Supporters of an updated structural building-design standard, developed by the American Society of Civil Engineers, are breathing a collective sigh of relief after members of the International Code Council voted down an attempt to keep the standard, known as ASCE 7-16, out of the 2018 edition of ICC’s International Building Code and its other model codes.
But any victory celebration is premature. The 65-40 floor vote on Oct. 19 at an ICC meeting in Kansas City, Mo., was advisory only. It has no teeth.
Still to come is the binding online ballot—tentatively scheduled for Nov. 8 to Nov. 21—for or against an all-or- nothing replacement of ASCE 7-10. ICC expects to release unofficial ballot results in early December.
“Failure of the ICC to adopt ASCE 7-16 would be a major missed opportunity for the U.S. to improve the way buildings are designed and constructed,” says Ronald O. Hamburger, chairman of ASCE 7’s main committee and a senior principal with Simpson Gumpertz & Heger Inc.
The National Association of Home Builders (NAHB) opposes the ICC adoption of SEI ASCE 7-16: “Minimum Design Loads for Buildings and Other Structures” because of new provisions relating to seismic loads; tsunami-resistant design for critical buildings for the West Coast, Alaska and Hawaii (ENR 10/10 p. 8); and, especially, increases in low and flat roof wind-pressure coefficients—mostly along a 600-ft strip for about 1,000 miles on the southeastern seaboard and Gulf Coast.
“ASCE 7-16 contains numerous technical changes that will significantly affect the design and increase the cost of construction of one- and two-family dwellings and low-rise multifamily residential buildings,” says NAHB in its written comment submitted to ICC.
“The roofing issue has probably raised the most controversy across the industry,” says Gary Ehrlich, NAHB’s senior program manager for structural codes and standards and a member of the ASCE 7 main committee and two subcommittees.
On affected buildings, the new wind provisions would require more fasteners at edges and corners, where pressure increases are the greatest, says Ehrlich, who spoke “reluctantly in opposition” to the update at ICC’s 2016 Annual Conference, Public Comment Hearings & Expo, held Oct. 16-25. The associated cost premium is difficult to pin down because it depends on the exposure, slope and framing of a specific building. But Ehrlich estimates, for a low-rise building with a 40-ft x 60-ft footprint, the extra cost could be $5,000.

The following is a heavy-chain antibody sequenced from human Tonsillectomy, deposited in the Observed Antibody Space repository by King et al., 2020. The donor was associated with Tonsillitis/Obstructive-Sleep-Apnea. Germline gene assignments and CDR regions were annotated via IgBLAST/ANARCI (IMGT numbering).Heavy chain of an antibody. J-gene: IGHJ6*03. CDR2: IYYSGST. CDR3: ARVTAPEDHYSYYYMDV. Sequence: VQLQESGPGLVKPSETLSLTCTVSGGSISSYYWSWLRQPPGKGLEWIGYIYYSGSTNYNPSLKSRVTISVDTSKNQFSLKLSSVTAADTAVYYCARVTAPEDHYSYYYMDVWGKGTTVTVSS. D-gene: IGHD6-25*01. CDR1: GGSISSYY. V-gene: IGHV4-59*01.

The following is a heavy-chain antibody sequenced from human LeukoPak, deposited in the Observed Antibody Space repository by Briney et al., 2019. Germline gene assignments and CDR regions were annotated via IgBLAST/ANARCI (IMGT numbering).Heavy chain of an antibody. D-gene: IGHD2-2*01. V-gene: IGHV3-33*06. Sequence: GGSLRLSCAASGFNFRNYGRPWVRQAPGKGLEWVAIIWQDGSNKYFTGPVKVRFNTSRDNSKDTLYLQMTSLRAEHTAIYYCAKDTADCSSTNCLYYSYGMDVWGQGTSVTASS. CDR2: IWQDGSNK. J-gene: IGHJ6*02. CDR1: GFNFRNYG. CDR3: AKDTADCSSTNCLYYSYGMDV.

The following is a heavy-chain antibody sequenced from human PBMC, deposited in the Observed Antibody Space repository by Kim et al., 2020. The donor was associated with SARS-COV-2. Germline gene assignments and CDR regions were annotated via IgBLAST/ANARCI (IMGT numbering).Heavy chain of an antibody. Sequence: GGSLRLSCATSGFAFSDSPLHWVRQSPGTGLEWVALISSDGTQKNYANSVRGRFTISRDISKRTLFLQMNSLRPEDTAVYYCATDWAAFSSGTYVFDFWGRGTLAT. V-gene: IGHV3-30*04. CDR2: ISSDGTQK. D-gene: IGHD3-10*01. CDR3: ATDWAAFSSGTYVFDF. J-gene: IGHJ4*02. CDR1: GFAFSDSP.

Jason Wilen, director of technical services for the National Roofing Contractors Association, also spoke in opposition to the update, saying there are “no real-world failures” to justify increased design wind pressures. “We cannot support the change going forward,” said Wilen.
“The roofing issue has probably raised the most controversy across the industry.”
— Gary Ehrlich,
National Association of Home Builders
Also at the hearing, a dissenting consulting engineer said the changed wind provisions would be problematic, add complexity, and increase the chances of mistakes in design and construction.
In response, Hamburger said that, compared to ASCE 7-10, the 2016 standard has generally reduced wind speeds—and design loads—across the U.S. In Portland, Ore., for example, the reduction in wind force is 30%; in Dallas, 20%; and in Chicago, 15%, according to Hamburger.
Beyond wind, NAHB is concerned about some tightened seismic provisions. Changes in site classification factors and increases in the spectral accelerations for portions of South Carolina, Tennessee, New Hampshire and other areas of the nation could increase the cost of a house by about $6,000, said Ehrlich.
Jon Siu, principal engineer in Seattle’s Dept. of Construction and Inspections, spoke in support of change. “We are continuously learning, particularly about seismic,” he said. “If we don’t update, we are going to lose helpful provisions.”
Steven Winkle, who represented the American Institute of Architects, said the changes from ASCE 7-10 are contemporary, coordinated and comprehensive. “Wind reductions and increases are all empirically based,” he said.
Regarding ASCE 7-16’s tsunami- resistant-design provisions, NAHB is concerned about local jurisdictions extending the requirements from critical to light-frame construction, forcing a switch to more-costly concrete or steel framing.
Supporters of ASCE 7-16 also are frustrated by the ICC voting process—both the advisory vote at the hearing and the online vote, in effect since 2014—designed to allow members to vote who aren’t at hearings. In the end, “it comes down to a series of highly technical, two-minute statements and one-minute rebuttals about some very particular changes,” says John D. Hooper, a member of the ASCE 7-16 main committee and a senior principal of Magnusson Klemencic Associates. “It makes it very difficult on those voting to really understand the depth of the issues.”
ASCE 7-16 represents the work of more than 300 volunteers over five years. The standard’s proponents are also unhappy that the upcoming vote is to replace all of ASCE 7-10 or none of it. They maintain that, if successful, the challenge to the update also would reject important new guidance in the standard that is not controversial.
An example is detailed ground snow-load data for 352 cities in eight states. “The tables of ground snow loads make the data on design snow loads easier to find and more uniform,” says Hamburger.
At the hearing, he pleaded with the ICC voting members, saying, “Don’t throw the baby out with the bathwater.”